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13. Menu Widget

There are two ways to create menus: there's the easy way, and there's the hard way. Both have their uses, but you can usually use the Itemfactory (the easy way). The "hard" way is to create all the menus using the calls directly. The easy way is to use the gtk_item_factory calls. This is much simpler, but there are advantages and disadvantages to each approach.

The Itemfactory is much easier to use, and to add new menus to, although writing a few wrapper functions to create menus using the manual method could go a long way towards usability. With the Itemfactory, it is not possible to add images or the character '/' to the menus.

13.1 Manual Menu Creation

In the true tradition of teaching, we'll show you the hard way first. :)

There are three widgets that go into making a menubar and submenus:

This is slightly complicated by the fact that menu item widgets are used for two different things. They are both the widgets that are packed into the menu, and the widget that is packed into the menubar, which, when selected, activates the menu.

Let's look at the functions that are used to create menus and menubars. This first function is used to create a new menubar.

GtkWidget *gtk_menu_bar_new( void );

This rather self explanatory function creates a new menubar. You use gtk_container_add to pack this into a window, or the box_pack functions to pack it into a box - the same as buttons.

GtkWidget *gtk_menu_new( void );

This function returns a pointer to a new menu; it is never actually shown (with gtk_widget_show), it is just a container for the menu items. I hope this will become more clear when you look at the example below.

The next two calls are used to create menu items that are packed into the menu (and menubar).

GtkWidget *gtk_menu_item_new( void );


GtkWidget *gtk_menu_item_new_with_label( const char *label );

These calls are used to create the menu items that are to be displayed. Remember to differentiate between a "menu" as created with gtk_menu_new and a "menu item" as created by the gtk_menu_item_new functions. The menu item will be an actual button with an associated action, whereas a menu will be a container holding menu items.

The gtk_menu_new_with_label and gtk_menu_new functions are just as you'd expect after reading about the buttons. One creates a new menu item with a label already packed into it, and the other just creates a blank menu item.

Once you've created a menu item you have to put it into a menu. This is done using the function gtk_menu_append. In order to capture when the item is selected by the user, we need to connect to the activate signal in the usual way. So, if we wanted to create a standard File menu, with the options Open, Save, and Quit, the code would look something like:

    file_menu = gtk_menu_new ();    /* Don't need to show menus */

    /* Create the menu items */
    open_item = gtk_menu_item_new_with_label ("Open");
    save_item = gtk_menu_item_new_with_label ("Save");
    quit_item = gtk_menu_item_new_with_label ("Quit");

    /* Add them to the menu */
    gtk_menu_append (GTK_MENU (file_menu), open_item);
    gtk_menu_append (GTK_MENU (file_menu), save_item);
    gtk_menu_append (GTK_MENU (file_menu), quit_item);

    /* Attach the callback functions to the activate signal */
    gtk_signal_connect_object (GTK_OBJECT (open_items), "activate",
                               GTK_SIGNAL_FUNC (menuitem_response),
                               (gpointer) "");
    gtk_signal_connect_object (GTK_OBJECT (save_items), "activate",
                               GTK_SIGNAL_FUNC (menuitem_response),
                               (gpointer) "");

    /* We can attach the Quit menu item to our exit function */
    gtk_signal_connect_object (GTK_OBJECT (quit_items), "activate",
                               GTK_SIGNAL_FUNC (destroy),
                               (gpointer) "file.quit");

    /* We do need to show menu items */
    gtk_widget_show (open_item);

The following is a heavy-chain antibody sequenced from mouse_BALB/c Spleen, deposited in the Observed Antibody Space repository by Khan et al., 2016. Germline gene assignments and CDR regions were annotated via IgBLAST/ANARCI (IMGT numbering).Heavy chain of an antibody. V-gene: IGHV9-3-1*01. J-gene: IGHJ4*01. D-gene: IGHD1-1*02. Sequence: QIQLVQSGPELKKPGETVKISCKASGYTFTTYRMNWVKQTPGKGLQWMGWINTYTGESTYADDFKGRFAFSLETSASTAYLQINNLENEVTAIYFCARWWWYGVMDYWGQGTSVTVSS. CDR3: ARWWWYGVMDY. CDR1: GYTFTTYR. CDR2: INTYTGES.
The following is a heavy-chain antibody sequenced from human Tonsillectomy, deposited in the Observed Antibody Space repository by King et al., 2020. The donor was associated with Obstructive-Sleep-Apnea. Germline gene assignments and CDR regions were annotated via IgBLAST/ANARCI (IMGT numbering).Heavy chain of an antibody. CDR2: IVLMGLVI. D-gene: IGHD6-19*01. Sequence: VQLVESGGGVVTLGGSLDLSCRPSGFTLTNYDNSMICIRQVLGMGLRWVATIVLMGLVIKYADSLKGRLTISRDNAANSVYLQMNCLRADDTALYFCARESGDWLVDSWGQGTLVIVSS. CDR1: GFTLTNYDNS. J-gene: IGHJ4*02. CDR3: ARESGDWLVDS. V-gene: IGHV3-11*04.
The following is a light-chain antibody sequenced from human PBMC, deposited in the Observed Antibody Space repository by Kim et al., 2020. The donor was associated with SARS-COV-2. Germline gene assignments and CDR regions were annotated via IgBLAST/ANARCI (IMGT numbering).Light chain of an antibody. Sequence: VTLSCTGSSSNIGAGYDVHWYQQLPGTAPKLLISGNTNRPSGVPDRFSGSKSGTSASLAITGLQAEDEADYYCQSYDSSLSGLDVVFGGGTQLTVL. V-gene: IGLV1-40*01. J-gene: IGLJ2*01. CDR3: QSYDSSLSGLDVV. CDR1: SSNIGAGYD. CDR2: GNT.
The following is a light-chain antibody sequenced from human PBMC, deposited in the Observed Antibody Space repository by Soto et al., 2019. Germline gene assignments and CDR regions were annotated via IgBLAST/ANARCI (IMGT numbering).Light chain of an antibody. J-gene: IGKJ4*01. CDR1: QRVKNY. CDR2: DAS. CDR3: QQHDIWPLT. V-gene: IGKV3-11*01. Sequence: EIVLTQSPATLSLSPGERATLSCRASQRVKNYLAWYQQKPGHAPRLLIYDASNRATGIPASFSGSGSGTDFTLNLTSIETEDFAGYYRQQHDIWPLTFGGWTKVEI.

gtk_widget_show (save_item);
    gtk_widget_show (quit_item);

At this point we have our menu. Now we need to create a menubar and a menu item for the File entry, to which we add our menu. The code looks like this:

    menu_bar = gtk_menu_bar_new ();
    gtk_container_add (GTK_CONTAINER (window), menu_bar);
    gtk_widget_show (menu_bar);

    file_item = gtk_menu_item_new_with_label ("File");
    gtk_widget_show (file_item);

Now we need to associate the menu with file_item. This is done with the function

void gtk_menu_item_set_submenu( GtkMenuItem *menu_item, GtkWidget *submenu );

So, our example would continue with

    gtk_menu_item_set_submenu (GTK_MENU_ITEM (file_item), file_menu);

All that is left to do is to add the menu to the menubar, which is accomplished using the function

void gtk_menu_bar_append( GtkMenuBar *menu_bar, GtkWidget *menu_item );

which in our case looks like this:

    gtk_menu_bar_append (GTK_MENU_BAR (menu_bar), file_item);

If we wanted the menu right justified on the menubar, such as help menus often are, we can use the following function (again on file_item in the current example) before attaching it to the menubar.

void gtk_menu_item_right_justify( GtkMenuItem *menu_item );

Here is a summary of the steps needed to create a menu bar with menus attached:

Creating a popup menu is nearly the same. The difference is that the menu is not posted "automatically" by a menubar, but explicitly by calling the function gtk_menu_popup() from a button-press event, for example. Take these steps:

13.2 Manual Menu Example

That should about do it. Let's take a look at an example to help clarify.

/* example-start menu menu.c */

#include <stdio.h>
#include <gtk/gtk.h>

static gint button_press (GtkWidget *, GdkEvent *);
static void menuitem_response (gchar *);

int main( int   argc,
          char *argv[] )

    GtkWidget *window;
    GtkWidget *menu;
    GtkWidget *menu_bar;
    GtkWidget *root_menu;
    GtkWidget *menu_items;
    GtkWidget *vbox;
    GtkWidget *button;
    char buf[128];
    int i;

    gtk_init (&argc, &argv);

    /* create a new window */
    window = gtk_window_new (GTK_WINDOW_TOPLEVEL);
    gtk_widget_set_usize (GTK_WIDGET (window), 200, 100);
    gtk_window_set_title (GTK_WINDOW (window), "GTK Menu Test");
    gtk_signal_connect (GTK_OBJECT (window), "delete_event",
                        (GtkSignalFunc) gtk_main_quit, NULL);

    /* Init the menu-widget, and remember -- never
     * gtk_show_widget() the menu widget!! 
     * This is the menu that holds the menu items, the one that
     * will pop up when you click on the "Root Menu" in the app */
    menu = gtk_menu_new ();

    /* Next we make a little loop that makes three menu-entries for "test-menu".
     * Notice the call to gtk_menu_append.  Here we are adding a list of
     * menu items to our menu.  Normally, we'd also catch the "clicked"
     * signal on each of the menu items and setup a callback for it,
     * but it's omitted here to save space. */

    for (i = 0; i < 3; i++)
            /* Copy the names to the buf. */
            sprintf (buf, "Test-undermenu - %d", i);

            /* Create a new menu-item with a name... */
            menu_items = gtk_menu_item_new_with_label (buf);